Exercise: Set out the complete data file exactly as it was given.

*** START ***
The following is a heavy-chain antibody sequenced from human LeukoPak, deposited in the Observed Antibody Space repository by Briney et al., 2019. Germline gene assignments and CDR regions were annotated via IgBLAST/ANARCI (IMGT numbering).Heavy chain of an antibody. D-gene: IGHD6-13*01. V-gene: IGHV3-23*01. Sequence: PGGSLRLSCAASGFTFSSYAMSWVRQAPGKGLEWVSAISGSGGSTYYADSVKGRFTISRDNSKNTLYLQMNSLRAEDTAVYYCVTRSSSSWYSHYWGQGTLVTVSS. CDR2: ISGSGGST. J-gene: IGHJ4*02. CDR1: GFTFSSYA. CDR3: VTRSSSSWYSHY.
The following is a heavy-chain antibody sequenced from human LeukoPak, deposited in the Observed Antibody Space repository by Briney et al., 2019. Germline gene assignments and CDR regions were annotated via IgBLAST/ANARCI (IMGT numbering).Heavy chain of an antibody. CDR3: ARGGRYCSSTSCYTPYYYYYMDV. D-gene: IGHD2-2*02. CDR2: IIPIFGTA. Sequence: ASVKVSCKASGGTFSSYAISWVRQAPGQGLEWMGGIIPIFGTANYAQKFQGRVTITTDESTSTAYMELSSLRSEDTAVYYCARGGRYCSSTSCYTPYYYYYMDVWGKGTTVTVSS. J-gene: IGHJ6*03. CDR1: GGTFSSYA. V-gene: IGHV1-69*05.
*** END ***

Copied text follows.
The following is a heavy-chain antibody sequenced from human LeukoPak, deposited in the Observed Antibody Space repository by Briney et al., 2019. Germline gene assignments and CDR regions were annotated via IgBLAST/ANARCI (IMGT numbering).Heavy chain of an antibody. D-gene: IGHD6-13*01. V-gene: IGHV3-23*01. Sequence: PGGSLRLSCAASGFTFSSYAMSWVRQAPGKGLEWVSAISGSGGSTYYADSVKGRFTISRDNSKNTLYLQMNSLRAEDTAVYYCVTRSSSSWYSHYWGQGTLVTVSS. CDR2: ISGSGGST. J-gene: IGHJ4*02. CDR1: GFTFSSYA. CDR3: VTRSSSSWYSHY.
The following is a heavy-chain antibody sequenced from human LeukoPak, deposited in the Observed Antibody Space repository by Briney et al., 2019. Germline gene assignments and CDR regions were annotated via IgBLAST/ANARCI (IMGT numbering).Heavy chain of an antibody. CDR3: ARGGRYCSSTSCYTPYYYYYMDV. D-gene: IGHD2-2*02. CDR2: IIPIFGTA. Sequence: ASVKVSCKASGGTFSSYAISWVRQAPGQGLEWMGGIIPIFGTANYAQKFQGRVTITTDESTSTAYMELSSLRSEDTAVYYCARGGRYCSSTSCYTPYYYYYMDVWGKGTTVTVSS. J-gene: IGHJ6*03. CDR1: GGTFSSYA. V-gene: IGHV1-69*05.